Steve’s Amazing Hair in ‘Stranger Things’ Can Be Explained With Ancient Math

There’s a lot that can’t be explained in the world of Stranger Things, and for a long time, Steve Harrington’s preternaturally perfect coif was near the top of the list. But even after he explained in season 2 that he owes it all to “Farrah Fawcett” hairspray, many remained incredulous. Somehow, his voluminous swoop, sleek but never slick, holds its rip-curl wave throughout even the fiercest of Upside-Down battles, maintaining a level of perfection that suggests greater forces are at play.

A recent meme supports the coif’s relationship with a higher power. In an image that’s been making the rounds on the meme internet, a photo of Steve’s — actually, Joe Keery’s — gravity-defying half-pompadour is superimposed with the outline of the Fibonacci spiral, a never-ending swirl that grows consistently and indefinitely. Its shape, like the enduring perfection of Steve’s hair, never deviates because it grows according to a strictly defined set of numerical rules that many processes in the natural world appear to follow.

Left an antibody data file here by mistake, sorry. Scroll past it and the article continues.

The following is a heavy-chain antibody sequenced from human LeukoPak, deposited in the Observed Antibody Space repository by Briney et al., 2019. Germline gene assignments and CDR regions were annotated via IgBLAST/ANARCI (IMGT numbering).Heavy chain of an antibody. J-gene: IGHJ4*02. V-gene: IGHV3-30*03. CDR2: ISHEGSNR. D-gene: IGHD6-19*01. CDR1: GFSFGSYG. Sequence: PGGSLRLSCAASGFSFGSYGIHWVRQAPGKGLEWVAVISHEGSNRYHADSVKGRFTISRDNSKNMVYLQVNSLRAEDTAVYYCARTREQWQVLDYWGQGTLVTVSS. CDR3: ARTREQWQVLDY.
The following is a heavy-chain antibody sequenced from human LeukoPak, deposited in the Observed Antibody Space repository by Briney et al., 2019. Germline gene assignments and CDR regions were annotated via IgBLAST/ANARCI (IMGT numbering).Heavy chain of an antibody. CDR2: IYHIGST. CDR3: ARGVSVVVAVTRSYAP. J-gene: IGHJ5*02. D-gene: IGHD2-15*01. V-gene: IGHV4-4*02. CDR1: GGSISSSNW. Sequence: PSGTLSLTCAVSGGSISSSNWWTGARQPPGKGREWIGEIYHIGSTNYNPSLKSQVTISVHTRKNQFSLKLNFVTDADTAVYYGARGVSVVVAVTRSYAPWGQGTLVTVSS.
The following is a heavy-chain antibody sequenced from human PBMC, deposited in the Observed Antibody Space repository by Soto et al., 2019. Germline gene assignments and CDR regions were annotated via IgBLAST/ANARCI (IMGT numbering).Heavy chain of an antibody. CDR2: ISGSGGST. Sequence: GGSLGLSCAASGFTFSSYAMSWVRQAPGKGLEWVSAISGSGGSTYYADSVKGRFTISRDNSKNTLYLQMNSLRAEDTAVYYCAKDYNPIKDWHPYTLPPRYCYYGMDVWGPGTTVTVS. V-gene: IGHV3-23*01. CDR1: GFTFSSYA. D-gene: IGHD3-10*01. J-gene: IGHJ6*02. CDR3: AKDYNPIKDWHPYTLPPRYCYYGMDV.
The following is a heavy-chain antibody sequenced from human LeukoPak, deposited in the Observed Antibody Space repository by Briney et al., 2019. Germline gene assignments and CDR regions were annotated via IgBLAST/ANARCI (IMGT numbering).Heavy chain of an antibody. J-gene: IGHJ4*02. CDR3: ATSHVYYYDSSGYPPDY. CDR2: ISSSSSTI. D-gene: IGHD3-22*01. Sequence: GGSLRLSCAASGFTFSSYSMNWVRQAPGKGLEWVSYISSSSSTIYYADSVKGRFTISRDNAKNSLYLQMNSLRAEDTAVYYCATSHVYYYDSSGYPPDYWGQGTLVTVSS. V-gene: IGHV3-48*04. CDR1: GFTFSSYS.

Here it is on top of Steve’s hair:

More like “Fibonacci Fawcett’ spray.

And here it is, growing indefinitely.

Also a close approximation for how it feels to gaze at Steve for nine episodes straight.

The Fibonacci spiral pops up in many objects in the natural world: the swirls of Romanesco broccoli, the growth patterns of sunflower seeds, and even in the whirl of a hurricane as seen from space. As such, mathematicians and philosophers alike have argued that the spiral is a fundamental part of nature that follows rules laid out in the fabric of our universe.

In a previous article about the Fibonacci spiral fitting perfectly on Jon Snow’s bare ass in Game of Thrones, Inverse explained the math behind it:

Mathematically speaking, the spiral grows according to φ (PHI), a number popularly known as the golden ratio. This means that the spiral grows away from its center by a factor of φ every quarter turn. The golden ratio, in turn, is what happens when two numbers have a ratio that’s equal to the ratio of their sum to the larger number.

The golden ratio governs the growth of the Fibonacci spiral.

The best argument scientists have for the ubiquity of the spiral in nature is that it presents the most maximally efficient way to arrange things, and evolution is all about maximizing efficiency. The Fibonacci arrangement of leaves around a stem, for example, is thought to leave just enough space between leaves so that each receives the…

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